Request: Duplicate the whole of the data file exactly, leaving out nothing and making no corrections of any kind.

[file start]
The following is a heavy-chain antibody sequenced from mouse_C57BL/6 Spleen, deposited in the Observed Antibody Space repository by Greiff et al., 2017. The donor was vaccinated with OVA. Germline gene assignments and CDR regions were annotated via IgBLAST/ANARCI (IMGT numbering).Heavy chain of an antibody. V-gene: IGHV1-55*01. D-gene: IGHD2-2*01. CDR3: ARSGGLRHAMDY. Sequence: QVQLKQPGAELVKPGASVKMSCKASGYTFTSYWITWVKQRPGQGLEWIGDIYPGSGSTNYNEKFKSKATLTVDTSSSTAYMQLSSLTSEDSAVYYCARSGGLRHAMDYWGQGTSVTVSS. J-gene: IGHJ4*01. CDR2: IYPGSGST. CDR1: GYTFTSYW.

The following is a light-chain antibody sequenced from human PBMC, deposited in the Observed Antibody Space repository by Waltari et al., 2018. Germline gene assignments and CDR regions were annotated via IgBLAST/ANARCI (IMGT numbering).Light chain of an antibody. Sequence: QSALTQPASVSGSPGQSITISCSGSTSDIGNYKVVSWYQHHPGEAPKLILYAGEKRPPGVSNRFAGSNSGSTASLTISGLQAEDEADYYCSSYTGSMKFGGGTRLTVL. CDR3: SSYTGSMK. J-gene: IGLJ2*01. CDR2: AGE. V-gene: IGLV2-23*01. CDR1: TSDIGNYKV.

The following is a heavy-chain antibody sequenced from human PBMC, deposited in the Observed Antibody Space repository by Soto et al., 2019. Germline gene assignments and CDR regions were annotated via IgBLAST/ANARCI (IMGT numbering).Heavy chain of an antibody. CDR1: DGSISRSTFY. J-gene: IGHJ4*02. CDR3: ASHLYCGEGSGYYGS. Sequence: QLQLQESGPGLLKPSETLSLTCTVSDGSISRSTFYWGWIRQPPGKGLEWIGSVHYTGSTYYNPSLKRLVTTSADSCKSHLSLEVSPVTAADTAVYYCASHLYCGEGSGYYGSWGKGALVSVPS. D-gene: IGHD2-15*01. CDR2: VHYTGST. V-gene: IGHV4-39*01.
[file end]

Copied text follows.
The following is a heavy-chain antibody sequenced from mouse_C57BL/6 Spleen, deposited in the Observed Antibody Space repository by Greiff et al., 2017. The donor was vaccinated with OVA. Germline gene assignments and CDR regions were annotated via IgBLAST/ANARCI (IMGT numbering).Heavy chain of an antibody. V-gene: IGHV1-55*01. D-gene: IGHD2-2*01. CDR3: ARSGGLRHAMDY. Sequence: QVQLKQPGAELVKPGASVKMSCKASGYTFTSYWITWVKQRPGQGLEWIGDIYPGSGSTNYNEKFKSKATLTVDTSSSTAYMQLSSLTSEDSAVYYCARSGGLRHAMDYWGQGTSVTVSS. J-gene: IGHJ4*01. CDR2: IYPGSGST. CDR1: GYTFTSYW.

The following is a light-chain antibody sequenced from human PBMC, deposited in the Observed Antibody Space repository by Waltari et al., 2018. Germline gene assignments and CDR regions were annotated via IgBLAST/ANARCI (IMGT numbering).Light chain of an antibody. Sequence: QSALTQPASVSGSPGQSITISCSGSTSDIGNYKVVSWYQHHPGEAPKLILYAGEKRPPGVSNRFAGSNSGSTASLTISGLQAEDEADYYCSSYTGSMKFGGGTRLTVL. CDR3: SSYTGSMK. J-gene: IGLJ2*01. CDR2: AGE. V-gene: IGLV2-23*01. CDR1: TSDIGNYKV.

The following is a heavy-chain antibody sequenced from human PBMC, deposited in the Observed Antibody Space repository by Soto et al., 2019. Germline gene assignments and CDR regions were annotated via IgBLAST/ANARCI (IMGT numbering).Heavy chain of an antibody. CDR1: DGSISRSTFY. J-gene: IGHJ4*02. CDR3: ASHLYCGEGSGYYGS. Sequence: QLQLQESGPGLLKPSETLSLTCTVSDGSISRSTFYWGWIRQPPGKGLEWIGSVHYTGSTYYNPSLKRLVTTSADSCKSHLSLEVSPVTAADTAVYYCASHLYCGEGSGYYGSWGKGALVSVPS. D-gene: IGHD2-15*01. CDR2: VHYTGST. V-gene: IGHV4-39*01.